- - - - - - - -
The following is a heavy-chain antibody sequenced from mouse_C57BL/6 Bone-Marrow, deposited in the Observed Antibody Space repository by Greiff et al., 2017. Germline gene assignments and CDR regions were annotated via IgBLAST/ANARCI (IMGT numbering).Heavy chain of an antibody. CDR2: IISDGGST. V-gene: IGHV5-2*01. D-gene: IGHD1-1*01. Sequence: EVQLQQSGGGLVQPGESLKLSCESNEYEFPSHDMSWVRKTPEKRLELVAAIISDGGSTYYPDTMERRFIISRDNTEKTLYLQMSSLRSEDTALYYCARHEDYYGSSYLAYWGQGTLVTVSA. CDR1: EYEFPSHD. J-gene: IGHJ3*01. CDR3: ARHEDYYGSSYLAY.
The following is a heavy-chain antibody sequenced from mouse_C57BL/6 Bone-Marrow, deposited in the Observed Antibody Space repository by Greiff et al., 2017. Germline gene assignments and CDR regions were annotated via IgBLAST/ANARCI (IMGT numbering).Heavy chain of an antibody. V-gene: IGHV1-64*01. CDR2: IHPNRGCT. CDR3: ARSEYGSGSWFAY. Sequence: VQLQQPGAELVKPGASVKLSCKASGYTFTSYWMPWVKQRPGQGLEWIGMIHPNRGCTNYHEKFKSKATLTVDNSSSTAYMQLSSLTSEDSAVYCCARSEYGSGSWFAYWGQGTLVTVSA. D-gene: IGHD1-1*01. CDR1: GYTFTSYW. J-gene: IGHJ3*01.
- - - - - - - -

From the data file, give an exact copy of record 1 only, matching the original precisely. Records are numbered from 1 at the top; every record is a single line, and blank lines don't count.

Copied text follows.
The following is a heavy-chain antibody sequenced from mouse_C57BL/6 Bone-Marrow, deposited in the Observed Antibody Space repository by Greiff et al., 2017. Germline gene assignments and CDR regions were annotated via IgBLAST/ANARCI (IMGT numbering).Heavy chain of an antibody. CDR2: IISDGGST. V-gene: IGHV5-2*01. D-gene: IGHD1-1*01. Sequence: EVQLQQSGGGLVQPGESLKLSCESNEYEFPSHDMSWVRKTPEKRLELVAAIISDGGSTYYPDTMERRFIISRDNTEKTLYLQMSSLRSEDTALYYCARHEDYYGSSYLAYWGQGTLVTVSA. CDR1: EYEFPSHD. J-gene: IGHJ3*01. CDR3: ARHEDYYGSSYLAY.